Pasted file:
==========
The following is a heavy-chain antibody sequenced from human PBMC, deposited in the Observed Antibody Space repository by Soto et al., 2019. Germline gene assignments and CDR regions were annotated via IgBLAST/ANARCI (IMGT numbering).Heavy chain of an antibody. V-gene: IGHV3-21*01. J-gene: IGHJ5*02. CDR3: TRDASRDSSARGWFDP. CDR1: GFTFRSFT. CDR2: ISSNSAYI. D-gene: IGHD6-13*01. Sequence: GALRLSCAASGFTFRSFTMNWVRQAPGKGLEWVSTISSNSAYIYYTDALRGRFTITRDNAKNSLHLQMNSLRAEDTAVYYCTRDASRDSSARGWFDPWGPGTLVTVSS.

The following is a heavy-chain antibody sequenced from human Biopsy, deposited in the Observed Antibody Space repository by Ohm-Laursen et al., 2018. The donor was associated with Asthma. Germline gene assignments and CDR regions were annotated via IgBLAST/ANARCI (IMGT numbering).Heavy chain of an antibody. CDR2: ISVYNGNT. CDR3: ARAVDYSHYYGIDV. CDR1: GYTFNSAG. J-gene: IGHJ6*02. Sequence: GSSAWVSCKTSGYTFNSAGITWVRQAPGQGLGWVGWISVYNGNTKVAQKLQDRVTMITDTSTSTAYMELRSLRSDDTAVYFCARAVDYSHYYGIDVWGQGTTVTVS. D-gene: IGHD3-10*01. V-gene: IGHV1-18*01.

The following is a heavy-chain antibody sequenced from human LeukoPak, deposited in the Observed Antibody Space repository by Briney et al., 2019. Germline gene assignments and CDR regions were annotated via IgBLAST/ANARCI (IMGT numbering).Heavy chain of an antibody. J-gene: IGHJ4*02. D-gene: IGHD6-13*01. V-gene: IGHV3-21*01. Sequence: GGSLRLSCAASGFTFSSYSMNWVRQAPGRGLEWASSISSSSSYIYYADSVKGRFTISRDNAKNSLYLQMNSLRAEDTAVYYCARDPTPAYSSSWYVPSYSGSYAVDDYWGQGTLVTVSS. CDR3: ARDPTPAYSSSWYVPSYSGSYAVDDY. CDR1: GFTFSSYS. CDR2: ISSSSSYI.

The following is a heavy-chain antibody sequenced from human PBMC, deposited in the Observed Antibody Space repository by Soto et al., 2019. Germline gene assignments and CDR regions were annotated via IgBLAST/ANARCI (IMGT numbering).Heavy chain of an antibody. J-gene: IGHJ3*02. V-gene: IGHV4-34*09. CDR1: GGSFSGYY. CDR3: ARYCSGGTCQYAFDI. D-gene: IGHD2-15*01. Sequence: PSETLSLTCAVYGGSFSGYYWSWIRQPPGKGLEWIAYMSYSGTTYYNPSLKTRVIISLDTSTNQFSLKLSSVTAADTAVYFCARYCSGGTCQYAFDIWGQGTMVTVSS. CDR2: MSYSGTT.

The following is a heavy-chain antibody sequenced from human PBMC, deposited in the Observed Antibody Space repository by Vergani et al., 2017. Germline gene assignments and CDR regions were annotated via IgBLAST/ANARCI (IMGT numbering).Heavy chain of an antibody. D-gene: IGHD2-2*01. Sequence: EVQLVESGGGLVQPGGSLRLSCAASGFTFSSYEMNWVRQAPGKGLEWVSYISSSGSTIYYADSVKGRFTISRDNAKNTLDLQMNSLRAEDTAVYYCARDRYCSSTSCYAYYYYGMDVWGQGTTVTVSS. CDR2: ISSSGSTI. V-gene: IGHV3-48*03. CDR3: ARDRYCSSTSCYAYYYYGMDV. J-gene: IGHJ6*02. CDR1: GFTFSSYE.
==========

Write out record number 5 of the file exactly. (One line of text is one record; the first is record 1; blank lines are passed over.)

The following is a heavy-chain antibody sequenced from human PBMC, deposited in the Observed Antibody Space repository by Vergani et al., 2017. Germline gene assignments and CDR regions were annotated via IgBLAST/ANARCI (IMGT numbering).Heavy chain of an antibody. D-gene: IGHD2-2*01. Sequence: EVQLVESGGGLVQPGGSLRLSCAASGFTFSSYEMNWVRQAPGKGLEWVSYISSSGSTIYYADSVKGRFTISRDNAKNTLDLQMNSLRAEDTAVYYCARDRYCSSTSCYAYYYYGMDVWGQGTTVTVSS. CDR2: ISSSGSTI. V-gene: IGHV3-48*03. CDR3: ARDRYCSSTSCYAYYYYGMDV. J-gene: IGHJ6*02. CDR1: GFTFSSYE.